Direct download (6 more)  
     
    Export citation  
     
    My bibliography   3 citations  
  44. Scanlon Versus Moore on Goodness.Philip Stratton-Lake & Brad Hooker - 2006 - In Terry Horgan & Mark Timmons (eds.), Metaethics After Moore. Oxford University Press. pp. 149.
  45.  35
    Moore's Paradox and the Priority of Belief Thesis.John N. Williams - 2013 - Philosophical Studies 165 (3):1117-1138.
    Moore’s paradox is the fact that assertions or beliefs such asBangkok is the capital of Thailand but I do not believe that Bangkok is the capital of Thailand or Bangkok is the capital of Thailand but I believe that Bangkok is not the capital of Thailand are ‘absurd’ yet possibly true. The current orthodoxy is that an explanation of the absurdity should first start with belief, on the assumption that once the absurdity in belief has been explained then this (...)
    Direct download (12 more)  
     
    Export citation  
     
    My bibliography   4 citations  
  46. 'Mill, Moore, and Intrinsic Value'.Guy Fletcher - 2008 - Social Theory and Practice 34 (4):517-32.
    In this paper, I examine how philosophers before and after G. E. Moore understood intrinsic value. The main idea I wish to bring out and defend is that Moore was insufficiently attentive to how distinctive his conception of intrinsic value was, as compared with those of the writers he discussed, and that such inattentiveness skewed his understanding of the positions of others that he discussed and dismissed. My way into this issue is by examining the charge of inconsistency (...)
    Direct download (5 more)  
     
    Export citation  
     
    My bibliography  
  47.  47
    The Completeness of the Pragmatic Solution to Moore's Paradox in Belief: A Reply to Chan.John N. Williams - 2013 - Synthese 190 (12):2457-2476.
    Moore’s paradox in belief is the fact that beliefs of the form ‘ p and I do not believe that p ’ are ‘absurd’ yet possibly true. Writers on the paradox have nearly all taken the absurdity to be a form of irrationality. These include those who give what Timothy Chan calls the ‘pragmatic solution’ to the paradox. This solution turns on the fact that having the Moorean belief falsifies its content. Chan, who also takes the absurdity to be (...)
    Direct download (11 more)  
     
    Export citation  
     
    My bibliography   3 citations  
  48. Moore-Paradoxical Belief, Conscious Belief and the Epistemic Ramsey Test.John N. Williams - 2012 - Synthese 188 (2):231-246.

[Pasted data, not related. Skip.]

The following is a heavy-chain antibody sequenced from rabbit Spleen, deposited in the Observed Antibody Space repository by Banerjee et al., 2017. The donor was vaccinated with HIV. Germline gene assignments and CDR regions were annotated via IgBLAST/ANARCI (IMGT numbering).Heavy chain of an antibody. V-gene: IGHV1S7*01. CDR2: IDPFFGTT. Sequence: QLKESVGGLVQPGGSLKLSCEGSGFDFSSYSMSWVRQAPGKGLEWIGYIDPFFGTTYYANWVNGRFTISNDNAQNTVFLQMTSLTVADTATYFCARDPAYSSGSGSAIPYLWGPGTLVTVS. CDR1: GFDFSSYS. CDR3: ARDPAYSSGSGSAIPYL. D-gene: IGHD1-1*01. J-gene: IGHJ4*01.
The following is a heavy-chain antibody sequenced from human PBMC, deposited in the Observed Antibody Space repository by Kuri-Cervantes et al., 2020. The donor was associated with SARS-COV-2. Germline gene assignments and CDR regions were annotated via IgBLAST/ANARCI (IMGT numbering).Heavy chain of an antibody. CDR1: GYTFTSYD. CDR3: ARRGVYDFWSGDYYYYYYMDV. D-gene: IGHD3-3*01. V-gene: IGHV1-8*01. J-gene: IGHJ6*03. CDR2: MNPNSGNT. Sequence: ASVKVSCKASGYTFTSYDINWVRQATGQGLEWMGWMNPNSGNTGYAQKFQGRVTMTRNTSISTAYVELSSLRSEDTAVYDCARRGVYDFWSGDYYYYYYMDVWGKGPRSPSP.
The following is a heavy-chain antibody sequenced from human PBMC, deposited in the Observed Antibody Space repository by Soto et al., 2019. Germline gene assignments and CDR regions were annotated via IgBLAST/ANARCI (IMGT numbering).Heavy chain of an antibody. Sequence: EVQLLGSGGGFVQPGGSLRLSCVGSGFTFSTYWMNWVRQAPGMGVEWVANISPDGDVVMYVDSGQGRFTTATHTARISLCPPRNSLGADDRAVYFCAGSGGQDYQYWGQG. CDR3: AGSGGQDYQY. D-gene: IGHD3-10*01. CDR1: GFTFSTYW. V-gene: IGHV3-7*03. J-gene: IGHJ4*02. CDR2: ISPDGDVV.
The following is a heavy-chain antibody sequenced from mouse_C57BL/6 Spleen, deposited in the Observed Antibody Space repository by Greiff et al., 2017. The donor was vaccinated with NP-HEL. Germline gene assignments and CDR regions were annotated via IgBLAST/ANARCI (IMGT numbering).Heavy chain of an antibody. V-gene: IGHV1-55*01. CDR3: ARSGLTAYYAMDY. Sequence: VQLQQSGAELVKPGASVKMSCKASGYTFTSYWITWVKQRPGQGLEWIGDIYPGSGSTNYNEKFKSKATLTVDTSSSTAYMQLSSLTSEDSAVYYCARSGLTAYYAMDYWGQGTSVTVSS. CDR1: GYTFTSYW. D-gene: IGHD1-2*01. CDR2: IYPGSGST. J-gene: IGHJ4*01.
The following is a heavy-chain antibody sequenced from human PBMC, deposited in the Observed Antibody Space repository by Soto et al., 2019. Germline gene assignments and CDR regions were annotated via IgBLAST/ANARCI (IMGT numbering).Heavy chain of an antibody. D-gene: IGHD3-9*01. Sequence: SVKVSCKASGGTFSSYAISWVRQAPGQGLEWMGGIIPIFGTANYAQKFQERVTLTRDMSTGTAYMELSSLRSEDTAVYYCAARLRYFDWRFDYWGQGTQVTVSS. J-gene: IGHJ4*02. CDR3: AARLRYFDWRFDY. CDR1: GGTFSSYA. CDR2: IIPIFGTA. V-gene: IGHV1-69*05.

Chalmers and Hájek argue that on an epistemic reading of Ramsey’s test for the rational acceptability of conditionals, it is faulty. They claim that applying the test to each of a certain pair of conditionals requires one to think that one is omniscient or infallible, unless one forms irrational Moore-paradoxical beliefs. I show that this claim is false. The epistemic Ramsey test is indeed faulty. Applying it requires that one think of anyone as all-believing and if one is rational, (...)
    Direct download (8 more)  
     
    Export citation  
     
    My bibliography   2 citations  
  49.  46
    Why Moore Matters.Adam Leite - manuscript
    G.E. Moore’s writings on external world skepticism show us, in broad outline, how to dispense with external world skepticism in a way that is satisfying, intellectually responsible, and yet avoids engaging in constructive epistemological theory-building altogether. His work thus reveals something very important about the relation between epistemology and ordinary life, and also about what it would take to reach a satisfying resolution of certain sorts of perennial philosophical problems.
    Direct download (2 more)  
     
    Export citation  
     
    My bibliography  
  50. How to Read Moore's "Proof of an External World".Kevin Morris & Consuelo Preti - 2015 - Journal for the History of Analytical Philosophy 4 (1).
    We develop a reading of Moore’s “Proof of an External World” that emphasizes the connections between this paper and Moore’s earlier concerns and strategies. Our reading has the benefit of explaining why the claims that Moore advances in “Proof of an External World” would have been of interest to him, and avoids attributing to him arguments that are either trivial or wildly unsuccessful. Part of the evidence for our view comes from unpublished drafts which, we believe, contain (...)
    Direct download (3 more)  
     
    Export citation  
     
    My bibliography  
1 — 50 / 1000